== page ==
—Appetite suppressants

—Hormones (including thyroid and human chorionic gonadotrophin [HCG])

—Diuretics

—Laxatives

—Fiber Pills

—Vinegar

—Certain types of fruit, especially when the dieter eats nothing else for days (or weeks) at a time

—Any diet that relies on only one food or class of foods (for instance, rice, grain, or water)


Tie-ins with a specific manufacturer. There’s no reason to eat one company’s product if another has equivalent food value.

Picking a Diet That Suits Your Personality

Good nutrition and diet programs stress self-sufficiency. Even if you choose a “structured weight control program” initially, it is likely that the more comfortable you become with selecting your own nutrition and fitness plan, the less obsessed you will become with food and the less likely you will be to binge.

Even so, dieters have different needs. Some require individual counseling and encouragement, others are more comfortable in groups; a few can diet on their own. A plan with plenty of flexibility and choice is perfect for one person, a rigid food plan is ideal for another. If your program fails to match your personality, you are less likely to achieve your goal.

Your diet plan also should be individualized to fit your special needs. In weight loss and maintainance, “one-size-fits-all” usually does not work. If you are a vegetarian or a diabetic, or if your religion places restrictions on your foods, ask a counselor to customize the standard diet for you.

Be wary of organizations that require purchase of their prepared foods unless you have neither the time nor the talent to cook your own meals. Though convenient, the products can be expensive. Some even include unhealthy ingredients, like excess salt or sugar. A reputable company gives you the option of shopping for and preparing your own food.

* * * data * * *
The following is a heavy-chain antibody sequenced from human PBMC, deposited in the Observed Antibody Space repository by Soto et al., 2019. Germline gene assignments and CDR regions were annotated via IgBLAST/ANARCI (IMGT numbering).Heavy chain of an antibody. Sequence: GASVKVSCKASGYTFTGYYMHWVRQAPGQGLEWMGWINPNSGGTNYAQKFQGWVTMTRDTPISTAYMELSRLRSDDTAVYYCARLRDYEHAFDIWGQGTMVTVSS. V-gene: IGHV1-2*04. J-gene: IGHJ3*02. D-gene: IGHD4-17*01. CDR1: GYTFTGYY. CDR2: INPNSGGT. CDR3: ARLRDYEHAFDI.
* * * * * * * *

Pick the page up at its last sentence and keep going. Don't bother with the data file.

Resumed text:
Also watch out for weight-loss plans that insist you buy special supplements. The popular “calories-don’t-count” diet plan Fit America, for instance, recommends that clients take its “all natural” herb and mineral preparations with each meal to control appetite and increase metabolism. When used in the quantities recommended, these products can cost up to $40.00 per week!

If you need the support and encouragement of a group of like-minded dieters, pick an organization like Weight Watchers. If you would rather work one-on-one with a counselor, turn to Diet Center, Jenny Craig, or a similar program. For more on the leading organizations, see “Best Strategies for Losing Extra Pounds.”

To Choose Or Not To Choose

If you have trouble making choices when it comes to food, your program should include preplanned menus complete with portion sizes and recipes. Duke University Medical Center provides meal plans, shopping lists, and recipes for the entire four weeks of its maintenance program.

If you like to cook, or if you are adventurous, you’ll want more flexibility. The Tufts University School of Nutrition, for example, offers sample menus, but does not insist you eat specific foods at specific meals. It does, however provide helpful information on subjects such as ways to balance your diet, methods of reducing the fat in your food, the nutrients in fresh vegetables and fruits, and the sodium and fat content of various cheeses.

Liquid Diets

If you are severely overweight and at risk for serious health problems, your doctor may recommend a medically supervised liquid diet regimen. Optifast, Medifast, HMR, and other similar products, unlike the liquid proteins that caused deaths in the 1970s, include both high-quality protein and necessary amounts of vitamins and minerals. More than 300,000 people, including television talk show host Oprah Winfrey, have chosen this type of weight-loss program.